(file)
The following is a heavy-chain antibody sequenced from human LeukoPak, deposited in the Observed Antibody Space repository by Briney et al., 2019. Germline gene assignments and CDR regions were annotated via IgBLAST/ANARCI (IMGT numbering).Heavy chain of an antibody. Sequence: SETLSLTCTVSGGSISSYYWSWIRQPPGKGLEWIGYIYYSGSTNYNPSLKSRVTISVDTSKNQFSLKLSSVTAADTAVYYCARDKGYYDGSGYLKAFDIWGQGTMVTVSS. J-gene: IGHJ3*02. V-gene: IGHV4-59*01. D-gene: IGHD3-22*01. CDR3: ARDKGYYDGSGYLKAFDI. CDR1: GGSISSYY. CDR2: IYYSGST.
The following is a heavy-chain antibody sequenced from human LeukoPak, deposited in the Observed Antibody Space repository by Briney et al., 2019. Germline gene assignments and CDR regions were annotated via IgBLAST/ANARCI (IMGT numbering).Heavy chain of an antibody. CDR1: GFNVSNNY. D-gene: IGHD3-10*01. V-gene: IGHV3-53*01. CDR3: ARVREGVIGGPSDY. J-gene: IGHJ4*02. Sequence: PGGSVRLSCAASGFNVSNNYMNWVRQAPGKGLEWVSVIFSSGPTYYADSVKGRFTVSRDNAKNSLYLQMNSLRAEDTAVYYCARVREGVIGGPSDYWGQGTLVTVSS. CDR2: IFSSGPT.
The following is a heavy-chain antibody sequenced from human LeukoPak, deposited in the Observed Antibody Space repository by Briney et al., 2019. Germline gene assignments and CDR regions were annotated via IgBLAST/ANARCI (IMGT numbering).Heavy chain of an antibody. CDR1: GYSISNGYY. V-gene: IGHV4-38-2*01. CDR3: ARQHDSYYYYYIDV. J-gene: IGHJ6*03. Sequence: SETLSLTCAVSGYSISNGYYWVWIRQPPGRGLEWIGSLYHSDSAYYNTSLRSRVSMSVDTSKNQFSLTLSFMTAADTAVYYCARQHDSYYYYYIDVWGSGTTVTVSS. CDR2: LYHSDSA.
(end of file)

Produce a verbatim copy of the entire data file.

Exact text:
The following is a heavy-chain antibody sequenced from human LeukoPak, deposited in the Observed Antibody Space repository by Briney et al., 2019. Germline gene assignments and CDR regions were annotated via IgBLAST/ANARCI (IMGT numbering).Heavy chain of an antibody. Sequence: SETLSLTCTVSGGSISSYYWSWIRQPPGKGLEWIGYIYYSGSTNYNPSLKSRVTISVDTSKNQFSLKLSSVTAADTAVYYCARDKGYYDGSGYLKAFDIWGQGTMVTVSS. J-gene: IGHJ3*02. V-gene: IGHV4-59*01. D-gene: IGHD3-22*01. CDR3: ARDKGYYDGSGYLKAFDI. CDR1: GGSISSYY. CDR2: IYYSGST.
The following is a heavy-chain antibody sequenced from human LeukoPak, deposited in the Observed Antibody Space repository by Briney et al., 2019. Germline gene assignments and CDR regions were annotated via IgBLAST/ANARCI (IMGT numbering).Heavy chain of an antibody. CDR1: GFNVSNNY. D-gene: IGHD3-10*01. V-gene: IGHV3-53*01. CDR3: ARVREGVIGGPSDY. J-gene: IGHJ4*02. Sequence: PGGSVRLSCAASGFNVSNNYMNWVRQAPGKGLEWVSVIFSSGPTYYADSVKGRFTVSRDNAKNSLYLQMNSLRAEDTAVYYCARVREGVIGGPSDYWGQGTLVTVSS. CDR2: IFSSGPT.
The following is a heavy-chain antibody sequenced from human LeukoPak, deposited in the Observed Antibody Space repository by Briney et al., 2019. Germline gene assignments and CDR regions were annotated via IgBLAST/ANARCI (IMGT numbering).Heavy chain of an antibody. CDR1: GYSISNGYY. V-gene: IGHV4-38-2*01. CDR3: ARQHDSYYYYYIDV. J-gene: IGHJ6*03. Sequence: SETLSLTCAVSGYSISNGYYWVWIRQPPGRGLEWIGSLYHSDSAYYNTSLRSRVSMSVDTSKNQFSLTLSFMTAADTAVYYCARQHDSYYYYYIDVWGSGTTVTVSS. CDR2: LYHSDSA.